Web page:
Chemotherapy

Until recently, hormone therapy was the only systemic treatment approved for advanced prostate cancer. In 2004, the FDA approved the chemotherapy drug docetaxel (marketed as Taxotere), taken with prednisone (a steroid), for the treatment of patients who no longer respond to hormone therapy. 

Taxotere, which is also approved for the treatment of breast cancer, non-small cell lung cancer and stomach cancer, works by preventing cancer cells from dividing and growing. Patients receive Taxotere, along with prednisone, through an IV. Taxotere, when used with prednisone, is the first chemotherapy drug therapy proven to help some patients with advanced prostate cancer live longer. According to studies, the average person’s life was prolonged by 2.5 months but some men gained several years.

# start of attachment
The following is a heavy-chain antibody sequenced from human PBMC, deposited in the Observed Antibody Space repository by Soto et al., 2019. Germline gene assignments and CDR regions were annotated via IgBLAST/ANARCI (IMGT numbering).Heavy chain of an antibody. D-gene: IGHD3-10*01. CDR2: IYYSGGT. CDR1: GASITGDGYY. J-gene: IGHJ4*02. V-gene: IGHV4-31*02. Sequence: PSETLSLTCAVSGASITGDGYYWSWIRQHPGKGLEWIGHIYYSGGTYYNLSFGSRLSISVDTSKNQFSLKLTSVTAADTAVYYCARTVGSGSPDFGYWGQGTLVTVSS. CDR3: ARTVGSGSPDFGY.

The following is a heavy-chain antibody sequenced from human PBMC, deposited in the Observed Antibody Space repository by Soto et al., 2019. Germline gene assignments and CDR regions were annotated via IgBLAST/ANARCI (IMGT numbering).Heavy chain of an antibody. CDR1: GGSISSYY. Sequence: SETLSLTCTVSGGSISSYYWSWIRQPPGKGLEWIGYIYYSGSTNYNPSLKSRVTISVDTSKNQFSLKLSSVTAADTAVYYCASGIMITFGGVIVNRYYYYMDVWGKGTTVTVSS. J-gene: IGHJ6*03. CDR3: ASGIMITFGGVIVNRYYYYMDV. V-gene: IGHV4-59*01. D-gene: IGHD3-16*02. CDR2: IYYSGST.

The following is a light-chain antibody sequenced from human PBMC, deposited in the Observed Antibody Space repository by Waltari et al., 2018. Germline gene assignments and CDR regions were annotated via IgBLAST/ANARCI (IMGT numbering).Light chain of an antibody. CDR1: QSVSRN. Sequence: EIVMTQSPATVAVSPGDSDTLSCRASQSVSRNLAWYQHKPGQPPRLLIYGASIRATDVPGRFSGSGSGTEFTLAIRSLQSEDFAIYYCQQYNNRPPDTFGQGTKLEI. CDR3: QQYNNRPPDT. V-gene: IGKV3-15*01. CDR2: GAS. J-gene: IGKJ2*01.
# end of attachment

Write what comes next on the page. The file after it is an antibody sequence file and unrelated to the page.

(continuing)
Some patients experience side effects from Taxotere, which are similar to most chemotherapy drugs and include nausea, possible hair loss and bone marrow suppression. Patients may also experience neuropathy – nerve damage causing tingling, numbness, or pain in the fingers or toes – and fluid retention. 

Nancy Dawson, MD, Lombardi’s prostate medical oncologist told WebMD, "Before [the approval of Taxotere] we had no chemotherapy drug shown to improve survival in metastatic prostate cancer. Now we have one. We've got a good starting place.” 

Other chemotherapy agents are currently being investigated for their efficacy in treating prostate cancer.